Image Stabilization

The second generation models of Sony's a7 series cameras all benefit from the addition of in-body image stabilization. It's a 5-axis system, meaning the camera can make some correction for pitch, roll, yaw and both vertical and lateral translations (it's easier to make sense of if you see Sony's own diagram, included below).

If you fit one of Sony's OSS stabilized lenses, the camera passes responsibility for pitch and yaw off to the lens since it is likely to be able to correct for a much greater extent of movement than can be achieved by moving the sensor.

Sony says the IS system isn't exactly the same as the one used in the a7 II but would not be drawn on the differences, saying that it should offer comparable performance optimized for the a7R II's higher resolution. Make of that what you can.

To test the performance, we shoot the camera at a range of shutter speeds: first with IS off then with it switched on. We repeat this test at three key focal lengths: 24mm, 55mm and 200mm to check for consistency of performance. We then visually assess the images and break them down into four categories: perfectly sharp, acceptably sharp, visibly blurred and unusuable.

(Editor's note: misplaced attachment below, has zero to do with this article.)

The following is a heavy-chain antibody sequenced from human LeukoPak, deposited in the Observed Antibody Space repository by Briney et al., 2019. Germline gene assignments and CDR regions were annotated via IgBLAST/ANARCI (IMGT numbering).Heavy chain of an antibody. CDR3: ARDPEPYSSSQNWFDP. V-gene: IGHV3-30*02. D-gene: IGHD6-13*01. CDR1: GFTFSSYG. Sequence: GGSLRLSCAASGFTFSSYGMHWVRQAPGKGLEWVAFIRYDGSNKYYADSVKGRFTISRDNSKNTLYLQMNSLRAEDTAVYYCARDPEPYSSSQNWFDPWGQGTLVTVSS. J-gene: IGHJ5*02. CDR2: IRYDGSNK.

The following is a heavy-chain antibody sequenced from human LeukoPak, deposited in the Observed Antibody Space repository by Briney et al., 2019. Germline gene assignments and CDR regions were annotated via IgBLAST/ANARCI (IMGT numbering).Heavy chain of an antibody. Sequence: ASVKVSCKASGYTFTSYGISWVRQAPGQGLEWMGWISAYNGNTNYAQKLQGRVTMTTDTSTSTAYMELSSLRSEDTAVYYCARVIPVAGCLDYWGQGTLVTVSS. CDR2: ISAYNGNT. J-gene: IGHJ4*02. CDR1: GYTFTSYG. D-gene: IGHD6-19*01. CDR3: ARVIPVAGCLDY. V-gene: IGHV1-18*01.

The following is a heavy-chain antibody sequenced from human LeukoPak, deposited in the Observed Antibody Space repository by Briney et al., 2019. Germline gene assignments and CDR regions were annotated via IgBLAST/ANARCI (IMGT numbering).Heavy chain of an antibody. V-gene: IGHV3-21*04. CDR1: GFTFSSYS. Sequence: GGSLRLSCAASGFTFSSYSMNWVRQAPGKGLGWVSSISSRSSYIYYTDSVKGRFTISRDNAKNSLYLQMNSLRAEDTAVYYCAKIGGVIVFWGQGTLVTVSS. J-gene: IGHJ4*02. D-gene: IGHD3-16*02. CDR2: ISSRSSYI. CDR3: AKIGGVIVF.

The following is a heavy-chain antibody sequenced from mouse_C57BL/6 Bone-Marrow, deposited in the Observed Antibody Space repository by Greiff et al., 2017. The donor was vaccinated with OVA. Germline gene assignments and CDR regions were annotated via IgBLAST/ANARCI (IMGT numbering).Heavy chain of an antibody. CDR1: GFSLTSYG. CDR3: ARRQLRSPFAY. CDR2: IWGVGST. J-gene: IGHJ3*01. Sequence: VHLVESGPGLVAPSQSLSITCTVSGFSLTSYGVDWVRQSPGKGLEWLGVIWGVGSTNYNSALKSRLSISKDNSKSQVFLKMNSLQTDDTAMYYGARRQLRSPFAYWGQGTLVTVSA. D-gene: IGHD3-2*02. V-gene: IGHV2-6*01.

Lenses used:

  • 24mm: Sony FE 24-70mm F2.8 OSS
  • 55mm: Sony FE 55mm F1.8
  • 200mm: Sony FE 70-200mm F4 OSS
24mm
55mm Equivalent
200mm
Stablization On Stablization On Stablization On
Stablization Off Stablization Off Stablization Off

Comparing the On and Off states, it seems the camera's IS is providing around 2.3 - 2.7EV of stabilization, which is broadly consistent with the performance we saw with the a7 II. It's interesting to note that the IS Off figures are worse for the 55mm lens than for the 24mm and 200mm settings. We believe that this is because the lens is so much lighter than the other two (and hence has less inertia to resist movement).

If you like to think in terms of the traditional 1/Focal Length rule-of-thumb, then it's worth noting that we're only seeing around 50% 'Excellent' shots at 1/FL when IS is off. This is presumably because the a7R II's high resolution means any slight camera shake is visible if you look closely. Turn IS on and you can be confident of getting the vast majority of your shots very sharp at least 1.3EV below 1/FL.

A note on using third-party lenses

If you're using a non-native lens on the a7R II via an adaptor, we'd recommend turing its image stabilization off. The adapter we used would report the presence of stabilization to the camera, presumably prompting the camera to hand-off responsibility for pitch and yaw stabilization to the lens, which made for poor results.